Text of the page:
AUSTIN, Texas — The latest special session began Saturday in familiar fashion: without enough Democrats at the Capitol for the GOP-led House to conduct any business, leaving the fate of the contentious elections bill and the rest of Gov. Greg Abbott’s agenda in limbo.
Their absence heightens the standoff over an elections bill that Republicans say makes it harder to cheat, but Democrats warn would suppress votes, especially those of Black and Latino Texans.
Rep. Jasmine Crockett, D-Dallas, said a good majority of House Democrats are still in Washington, D.C., lobbying Congress to pass federal voting rights legislation.
“We want to continue to apply pressure,” she said.
Democrats blocked passage of the GOP elections bill twice already, by staging a walkout at the end of the regular session and then fleeing the state in the first special session, which ended on Friday.
Abbott swiftly called another 30-day special session for Saturday and pledged to keep reconvening lawmakers in Austin until his agenda is passed. In addition to the elections bill, Abbott is asking legislators to take up 16 other items that include overhauling the state’s bail bond system, restricting abortion inducing drugs and regulating the sports teams transgender students can play on.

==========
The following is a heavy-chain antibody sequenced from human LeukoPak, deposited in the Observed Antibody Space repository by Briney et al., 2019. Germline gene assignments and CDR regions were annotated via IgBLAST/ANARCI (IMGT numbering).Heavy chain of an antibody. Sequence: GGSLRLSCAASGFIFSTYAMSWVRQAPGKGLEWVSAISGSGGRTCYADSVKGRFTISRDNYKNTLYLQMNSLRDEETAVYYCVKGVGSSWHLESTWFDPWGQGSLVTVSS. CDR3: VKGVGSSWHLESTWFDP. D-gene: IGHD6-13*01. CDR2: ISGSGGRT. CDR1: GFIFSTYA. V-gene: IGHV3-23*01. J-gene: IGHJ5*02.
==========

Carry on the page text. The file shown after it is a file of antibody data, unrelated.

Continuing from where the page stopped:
Generally, the elections legislation seeks to ban 24-hour and drive-through voting, extend protections to partisan poll watchers and add new requirements for mail-in balloting.
It remains to be seen whether enough House Democrats can stay away long enough to upend this special session too. Without a quorum in the House — meaning 100 of the chamber’s 150 members present — no bills can be debated or voted on.
Abbott directed lawmakers this special session to rethink those rules, a move that could deprive Democrats of the tactic going forward.
The House adjourned until 4 p.m. Monday following a prayer by Plano GOP Rep. Jeff Leach, who prayed that the rift between Republicans and Democrats could be healed.
“God, we’re staring right now at a raging ocean of division and hostility in this chamber,” he said.
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